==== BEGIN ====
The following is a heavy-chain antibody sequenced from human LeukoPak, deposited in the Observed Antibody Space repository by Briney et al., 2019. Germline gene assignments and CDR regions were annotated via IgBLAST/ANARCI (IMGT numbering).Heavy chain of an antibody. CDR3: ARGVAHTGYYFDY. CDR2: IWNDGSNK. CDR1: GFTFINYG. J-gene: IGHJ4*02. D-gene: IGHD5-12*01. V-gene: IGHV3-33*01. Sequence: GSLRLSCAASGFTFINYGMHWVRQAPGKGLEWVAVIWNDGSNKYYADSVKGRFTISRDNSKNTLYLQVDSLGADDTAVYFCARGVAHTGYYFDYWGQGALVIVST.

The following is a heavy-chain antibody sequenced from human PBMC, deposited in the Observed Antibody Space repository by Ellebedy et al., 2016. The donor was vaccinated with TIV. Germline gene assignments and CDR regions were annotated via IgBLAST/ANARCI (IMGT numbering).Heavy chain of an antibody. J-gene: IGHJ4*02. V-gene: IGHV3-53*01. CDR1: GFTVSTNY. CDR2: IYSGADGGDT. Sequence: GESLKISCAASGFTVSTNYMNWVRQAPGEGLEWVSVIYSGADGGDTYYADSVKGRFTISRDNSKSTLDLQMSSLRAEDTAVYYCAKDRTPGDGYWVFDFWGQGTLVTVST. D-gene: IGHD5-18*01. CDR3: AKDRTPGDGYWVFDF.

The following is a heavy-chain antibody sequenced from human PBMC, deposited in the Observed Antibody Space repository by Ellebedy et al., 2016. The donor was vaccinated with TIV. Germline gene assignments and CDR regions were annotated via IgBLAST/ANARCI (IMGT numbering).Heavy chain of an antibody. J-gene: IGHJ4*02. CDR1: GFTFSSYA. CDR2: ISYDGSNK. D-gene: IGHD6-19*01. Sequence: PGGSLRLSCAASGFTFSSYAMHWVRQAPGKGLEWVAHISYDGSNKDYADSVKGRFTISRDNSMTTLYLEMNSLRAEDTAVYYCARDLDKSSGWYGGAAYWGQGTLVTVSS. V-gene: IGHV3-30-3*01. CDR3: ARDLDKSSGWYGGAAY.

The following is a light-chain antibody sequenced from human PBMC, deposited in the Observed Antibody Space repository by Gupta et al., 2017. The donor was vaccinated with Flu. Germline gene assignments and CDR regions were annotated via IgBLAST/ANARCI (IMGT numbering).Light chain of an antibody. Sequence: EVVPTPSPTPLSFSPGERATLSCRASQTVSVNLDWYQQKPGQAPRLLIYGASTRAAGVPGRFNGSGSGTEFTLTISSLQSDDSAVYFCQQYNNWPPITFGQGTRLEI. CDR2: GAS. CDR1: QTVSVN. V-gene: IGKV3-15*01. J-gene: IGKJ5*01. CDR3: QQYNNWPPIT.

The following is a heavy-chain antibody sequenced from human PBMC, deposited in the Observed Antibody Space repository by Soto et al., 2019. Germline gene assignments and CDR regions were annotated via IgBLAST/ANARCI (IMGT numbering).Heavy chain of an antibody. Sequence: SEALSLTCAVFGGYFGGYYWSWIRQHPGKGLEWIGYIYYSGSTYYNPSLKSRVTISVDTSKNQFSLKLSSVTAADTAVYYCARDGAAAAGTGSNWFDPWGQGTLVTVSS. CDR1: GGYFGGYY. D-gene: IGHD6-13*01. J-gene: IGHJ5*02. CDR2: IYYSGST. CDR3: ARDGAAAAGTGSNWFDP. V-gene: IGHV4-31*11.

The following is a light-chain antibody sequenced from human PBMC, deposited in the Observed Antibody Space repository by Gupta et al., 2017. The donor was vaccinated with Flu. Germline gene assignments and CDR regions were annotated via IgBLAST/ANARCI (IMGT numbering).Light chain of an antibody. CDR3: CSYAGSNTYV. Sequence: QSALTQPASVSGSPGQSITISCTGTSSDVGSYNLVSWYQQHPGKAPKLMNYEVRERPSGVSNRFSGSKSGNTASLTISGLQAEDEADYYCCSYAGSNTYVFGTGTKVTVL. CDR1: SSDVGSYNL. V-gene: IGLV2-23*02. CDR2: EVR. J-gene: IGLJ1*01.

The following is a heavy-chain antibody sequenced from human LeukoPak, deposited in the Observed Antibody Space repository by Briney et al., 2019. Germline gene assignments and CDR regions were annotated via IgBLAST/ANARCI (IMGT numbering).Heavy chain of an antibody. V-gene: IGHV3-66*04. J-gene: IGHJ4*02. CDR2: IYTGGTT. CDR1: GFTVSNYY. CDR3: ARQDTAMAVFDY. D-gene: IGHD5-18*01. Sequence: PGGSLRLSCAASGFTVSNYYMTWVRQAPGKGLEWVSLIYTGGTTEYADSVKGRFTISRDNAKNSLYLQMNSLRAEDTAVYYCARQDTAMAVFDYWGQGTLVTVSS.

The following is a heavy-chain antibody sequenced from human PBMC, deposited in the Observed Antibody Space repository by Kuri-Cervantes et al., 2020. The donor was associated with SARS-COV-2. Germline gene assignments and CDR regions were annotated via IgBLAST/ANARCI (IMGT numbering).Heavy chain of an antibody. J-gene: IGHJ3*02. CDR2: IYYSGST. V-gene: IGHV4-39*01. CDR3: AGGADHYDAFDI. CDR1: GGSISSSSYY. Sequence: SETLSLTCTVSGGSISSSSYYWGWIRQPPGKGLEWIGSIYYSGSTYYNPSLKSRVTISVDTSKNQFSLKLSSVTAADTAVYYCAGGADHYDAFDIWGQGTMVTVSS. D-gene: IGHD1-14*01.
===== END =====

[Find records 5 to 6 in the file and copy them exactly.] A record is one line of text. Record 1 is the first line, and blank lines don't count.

The following is a heavy-chain antibody sequenced from human PBMC, deposited in the Observed Antibody Space repository by Soto et al., 2019. Germline gene assignments and CDR regions were annotated via IgBLAST/ANARCI (IMGT numbering).Heavy chain of an antibody. Sequence: SEALSLTCAVFGGYFGGYYWSWIRQHPGKGLEWIGYIYYSGSTYYNPSLKSRVTISVDTSKNQFSLKLSSVTAADTAVYYCARDGAAAAGTGSNWFDPWGQGTLVTVSS. CDR1: GGYFGGYY. D-gene: IGHD6-13*01. J-gene: IGHJ5*02. CDR2: IYYSGST. CDR3: ARDGAAAAGTGSNWFDP. V-gene: IGHV4-31*11.

The following is a light-chain antibody sequenced from human PBMC, deposited in the Observed Antibody Space repository by Gupta et al., 2017. The donor was vaccinated with Flu. Germline gene assignments and CDR regions were annotated via IgBLAST/ANARCI (IMGT numbering).Light chain of an antibody. CDR3: CSYAGSNTYV. Sequence: QSALTQPASVSGSPGQSITISCTGTSSDVGSYNLVSWYQQHPGKAPKLMNYEVRERPSGVSNRFSGSKSGNTASLTISGLQAEDEADYYCCSYAGSNTYVFGTGTKVTVL. CDR1: SSDVGSYNL. V-gene: IGLV2-23*02. CDR2: EVR. J-gene: IGLJ1*01.